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Restoring One’s Authentic Self: Worst & Best Practices in Psychology by Lauren Christiansen

Updated: Sep 3, 2020

Photo credit: Pexels

One popular show out on Amazon Prime is called The Man in the High Castle, based on a novel by Philip K. Dick. It imagines a nightmarish scenario where Germany won World War II and America is split into two parts: The Pacific States, run by the Japanese, and the American Reich, run by the Nazis. One of the main characters is Joe, a reluctant Nazi operative who begins questioning the ideology and becomes briefly involved with the American Resistance movement. After a series of events, he is sent by the Nazis to a reeducation camp and brainwashed into becoming a ruthless, psychopathic killer with zero remorse; all aspects of his old identity are decimated.

Joe is eventually killed by heroine Juliana Crane, who at one point had feelings for him. We never get to see if “old” Joe comes back; or if he could be “de-programmed.” This begs us to ask if one could ever be de-programmed after experiencing a traumatic reeducation camp. Could people like Joe ever be who they once were?

Though this is an extreme example, it’s important to remember that many people are brainwashed in less torturous ways every day. We hear about those who commit unspeakable atrocities in the name of an ideology, or change personalities after going to a certain church, or become radically obsessed with a political philosophy. Some of us can even be brainwashed by our own upbringing-we think we are useless, worthless, ugly, stupid, etc. Nobody tortures us, and yet we are imprisoned in our own minds-unsure of how to make it out, or if we even want to. So, can one “un-brainwash” oneself? Here is what the psychology community has learned and practiced over time:


In the mid 1970s, there was a powerful cult called The Children of God (The Family). Psychologist Ted Patrick, wanted to help parents who were desperate to get their children out of the cult. As a result, people were forcibly taken and locked up for 5-7 days, a traumatic experience in itself. Sometimes, Patrick and his team of deprogrammers would tie the subject to a chair and stage an “intervention” on them. Though he did help many people leave, his methods got him into legal trouble, and caused the victim to go through further trauma. In a sense, he was kidnapping people against their will and doing to them what had been done to them by others. Deprogramming methods are no longer advised.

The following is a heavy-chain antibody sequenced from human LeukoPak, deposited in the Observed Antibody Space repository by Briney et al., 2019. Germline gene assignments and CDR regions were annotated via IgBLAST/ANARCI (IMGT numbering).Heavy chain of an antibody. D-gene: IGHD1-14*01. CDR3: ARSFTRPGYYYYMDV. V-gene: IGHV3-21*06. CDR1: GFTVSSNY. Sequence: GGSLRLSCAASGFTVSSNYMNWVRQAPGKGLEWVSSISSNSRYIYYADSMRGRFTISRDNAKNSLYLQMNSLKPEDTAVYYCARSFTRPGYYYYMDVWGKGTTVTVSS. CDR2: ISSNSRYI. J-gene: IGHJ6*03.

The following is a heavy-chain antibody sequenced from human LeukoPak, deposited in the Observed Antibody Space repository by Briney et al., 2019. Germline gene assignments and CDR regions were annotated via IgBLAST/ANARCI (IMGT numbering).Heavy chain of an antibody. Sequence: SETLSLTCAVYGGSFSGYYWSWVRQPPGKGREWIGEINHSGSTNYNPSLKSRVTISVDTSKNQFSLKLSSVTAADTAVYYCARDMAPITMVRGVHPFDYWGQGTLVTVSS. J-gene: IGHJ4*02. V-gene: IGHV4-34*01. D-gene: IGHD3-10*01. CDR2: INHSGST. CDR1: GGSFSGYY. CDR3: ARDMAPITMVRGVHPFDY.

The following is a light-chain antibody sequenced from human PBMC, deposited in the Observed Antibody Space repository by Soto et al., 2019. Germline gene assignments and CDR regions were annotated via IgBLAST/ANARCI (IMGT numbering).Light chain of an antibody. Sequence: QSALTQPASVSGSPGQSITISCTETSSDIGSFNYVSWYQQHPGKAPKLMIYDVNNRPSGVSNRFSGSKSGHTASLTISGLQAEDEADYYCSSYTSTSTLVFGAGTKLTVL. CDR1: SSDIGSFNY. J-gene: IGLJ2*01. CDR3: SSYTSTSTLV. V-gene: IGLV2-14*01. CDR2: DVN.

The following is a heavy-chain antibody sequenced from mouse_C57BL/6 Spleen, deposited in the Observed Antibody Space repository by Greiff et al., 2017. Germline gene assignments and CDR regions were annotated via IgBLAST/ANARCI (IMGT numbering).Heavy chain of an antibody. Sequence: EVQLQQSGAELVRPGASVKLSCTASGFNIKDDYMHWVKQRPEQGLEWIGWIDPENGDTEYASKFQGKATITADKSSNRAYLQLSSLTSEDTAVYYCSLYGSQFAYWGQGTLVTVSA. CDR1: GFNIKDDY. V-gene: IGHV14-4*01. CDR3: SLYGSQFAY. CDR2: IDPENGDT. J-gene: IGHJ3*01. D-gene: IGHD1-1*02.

Exit Counseling

By the 1980’s, a softer approach called “exit counseling” was the preferred method. Unlike deprogramming, this approach was both legal and completely voluntary on the part of the patient. Exit counseling teaches victims how cults work, what their brainwashing technique are, the methods they utilize to control people, and the negative consequences of membership. In short, it’s an educational process. It does not force someone to leave, but simply gives them enough information that could help them decide for themselves. Though helpful, exit counseling does not teach victims coping skills to deal with the trauma of their experience.

Strategic- Interactive Approach

Considered the most ideal method, this approach helps cult members restore relationships with their families while raising essential questions for victims to think about. It gives individuals the coping mechanisms needed to detect and remove negative influences in their minds. Strategic-interactive approaches defines the two identities with cult members: The Cult Identity and The Authentic Identity. Psychologists who utilize this approach integrate portions of The Authentic Identity that were hijacked by The Cult Identity so the person can be gradually restored to their original self. It allows the individual to understand their experience, learn from it, and recognize that old beliefs are no longer part of their identity. The person learns to listen to their own inner voice before taking the word of an authority figure.

Counseling & Continuing to Heal

Though the strategic-interactive approach is quite effective, it isn’t a quick fix solution. It also doesn’t help the individual cope with any prior traumas that may have made the individual susceptible to groupthink, nor does it involve counseling family members. Once the patient has gone through this approach, he/she needs to continue the healing process understand what made them join a cult in the first place. It is suggested that the individual continue therapy for quite some time in order to continue strengthening The Authentic Self/inner voice. It’s a difficult road and it takes a strong willingness on behalf of the victim to recover. If they work hard and give themselves grace, healing is possible.

Have you or someone you’ve loved struggled with a false belief system? Has this belief system caused pain or personal problems to surface? If so, please contact Straight Talk Counseling at 714-828-2000 or visit our website at One of our professional therapists would be happy to speak with you.


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